Just as you make dedicated time to focus on different tasks, you should take time away from the computer screen to refresh your outlook. By taking a break, you give yourself the chance to be more creative, focused, and excited about your work.
We all experience the ebb and flow of energy throughout the day, and it’s completely natural. Much as your circadian rhythm is your daily peak and valley of energy, your ultradian rhythm is your hourly rise and fall of focus and clarity.
For most people, these ultradian rhythms are between 90 and 120 minutes long. When compartmentalizing your workflow, try to plan around these time increments to take advantage of your energy. Set aside a few minutes in between each task to step away from your desk and refresh yourself. By doing so, you not only aid in your productivity day to day, but you create a healthy work routine and relationship with productivity that will decrease the risk of burnout over the course of weeks and months.
Improve your mental agility
Mindfulness meditation helps you better respond to the world around you instead of simply reacting to it. This is helpful when dealing with stress because it helps us make the best decisions, instead of purely emotional decisions. Mental agility works the same way in that we can train ourselves to take a step back from a trying situation, assess it, and then decide how best to move forward.
It’s important to note that this practice does not mean denying that you are stressed, or that the email you just got was frustrating. Instead, it’s the acknowledgement that your stressed and frustrated self doesn’t make the best decisions and therefore shouldn’t be the one deciding how you handle it. To improve mental agility, the next time you’re in a challenging situation, take a cognitive step back and assess the situation on its merits and not its feelings.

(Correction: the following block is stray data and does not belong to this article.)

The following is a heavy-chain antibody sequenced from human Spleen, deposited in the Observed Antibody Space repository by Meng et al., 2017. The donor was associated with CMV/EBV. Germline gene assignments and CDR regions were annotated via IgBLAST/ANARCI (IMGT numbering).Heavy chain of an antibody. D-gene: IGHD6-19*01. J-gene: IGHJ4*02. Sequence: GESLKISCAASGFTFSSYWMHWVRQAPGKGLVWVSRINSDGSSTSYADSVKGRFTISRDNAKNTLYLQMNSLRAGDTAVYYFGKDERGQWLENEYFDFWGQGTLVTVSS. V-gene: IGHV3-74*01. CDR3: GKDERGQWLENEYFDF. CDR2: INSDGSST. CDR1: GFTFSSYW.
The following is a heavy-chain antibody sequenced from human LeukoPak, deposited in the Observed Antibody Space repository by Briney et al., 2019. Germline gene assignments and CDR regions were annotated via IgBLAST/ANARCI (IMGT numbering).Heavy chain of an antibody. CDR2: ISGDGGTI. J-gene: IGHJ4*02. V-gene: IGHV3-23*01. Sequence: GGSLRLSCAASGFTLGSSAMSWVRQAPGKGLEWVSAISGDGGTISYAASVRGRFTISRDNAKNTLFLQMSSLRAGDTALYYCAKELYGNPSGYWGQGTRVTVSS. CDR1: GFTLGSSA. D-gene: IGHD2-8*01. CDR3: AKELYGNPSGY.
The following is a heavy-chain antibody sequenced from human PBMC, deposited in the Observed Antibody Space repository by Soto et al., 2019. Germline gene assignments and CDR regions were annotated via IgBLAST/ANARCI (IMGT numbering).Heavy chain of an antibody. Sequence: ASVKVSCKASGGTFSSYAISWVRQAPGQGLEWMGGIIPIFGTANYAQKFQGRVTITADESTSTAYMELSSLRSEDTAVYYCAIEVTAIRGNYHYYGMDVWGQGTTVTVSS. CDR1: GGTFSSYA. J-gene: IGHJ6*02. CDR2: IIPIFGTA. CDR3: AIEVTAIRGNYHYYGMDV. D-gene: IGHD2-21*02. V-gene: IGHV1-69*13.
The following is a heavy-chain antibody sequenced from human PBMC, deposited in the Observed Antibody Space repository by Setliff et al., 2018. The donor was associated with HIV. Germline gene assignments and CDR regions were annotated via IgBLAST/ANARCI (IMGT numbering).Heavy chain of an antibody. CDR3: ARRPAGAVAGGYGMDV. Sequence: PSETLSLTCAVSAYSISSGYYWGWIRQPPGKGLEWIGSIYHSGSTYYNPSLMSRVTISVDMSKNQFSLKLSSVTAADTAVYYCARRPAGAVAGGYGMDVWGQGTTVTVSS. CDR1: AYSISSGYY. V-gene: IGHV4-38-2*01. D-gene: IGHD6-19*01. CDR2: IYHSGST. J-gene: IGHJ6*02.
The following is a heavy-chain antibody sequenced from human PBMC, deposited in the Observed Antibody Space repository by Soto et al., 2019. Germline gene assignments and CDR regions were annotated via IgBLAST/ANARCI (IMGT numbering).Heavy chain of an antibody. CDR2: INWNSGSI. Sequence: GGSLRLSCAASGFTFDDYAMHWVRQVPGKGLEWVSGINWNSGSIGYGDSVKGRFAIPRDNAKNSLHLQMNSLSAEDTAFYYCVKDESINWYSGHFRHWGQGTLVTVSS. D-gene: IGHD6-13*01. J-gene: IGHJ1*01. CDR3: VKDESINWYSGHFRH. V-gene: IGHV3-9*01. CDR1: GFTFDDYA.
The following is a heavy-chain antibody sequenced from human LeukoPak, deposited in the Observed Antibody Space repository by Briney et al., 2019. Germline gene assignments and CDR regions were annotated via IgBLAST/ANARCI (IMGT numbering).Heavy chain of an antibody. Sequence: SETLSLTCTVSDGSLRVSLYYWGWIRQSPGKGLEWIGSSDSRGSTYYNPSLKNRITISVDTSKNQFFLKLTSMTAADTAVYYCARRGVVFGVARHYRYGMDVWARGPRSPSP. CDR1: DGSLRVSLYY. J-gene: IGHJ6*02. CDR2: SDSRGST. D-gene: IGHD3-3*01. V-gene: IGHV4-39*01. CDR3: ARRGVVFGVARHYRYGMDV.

When we do this, we create response flexibility, and shift our thinking from the narrative network in our brains, to the more observational and problem-solving network of our brains. Unfortunately for most of us, our narrative networks are a bit too self-centered to be driving the bulk of our business decisions. But by taking a moment to label and assess the situation, we give ourselves, and our brains, the time to best process the current situation and how to proceed.
Grow your compassion
Compassionate behavior and business effectiveness are not mutually exclusive. The two actually go hand in hand, as a more compassionate approach improves collaboration, creates positive working relationships, and provides a more grounded approach to business.
By cultivating compassion, you decrease stress in addition to improving productivity, creating a more positive outlook, and developing healthy habits. And compassion isn’t just an improved understanding of others around you: it’s compassion for yourself as well.
An open and more compassionate mind will cut through the noise to keep you focused on what matters most. Just as with mental agility, compassion shuts off the narrative network of your brain to instead focus on the situation at hand for what it is.
Growing compassion is easier said than done. It’s best to focus on what you think needs it most: your interactions with yourself, or your interactions with others. Both approaches boil down to taking a deep breath and cutting yourself or others some slack and understanding. None of us is perfect, but as long as we are all trying to improve, we can work together to achieve common goals. Practice kindness to yourself and others and you will naturally decrease stress and strengthen your resilience.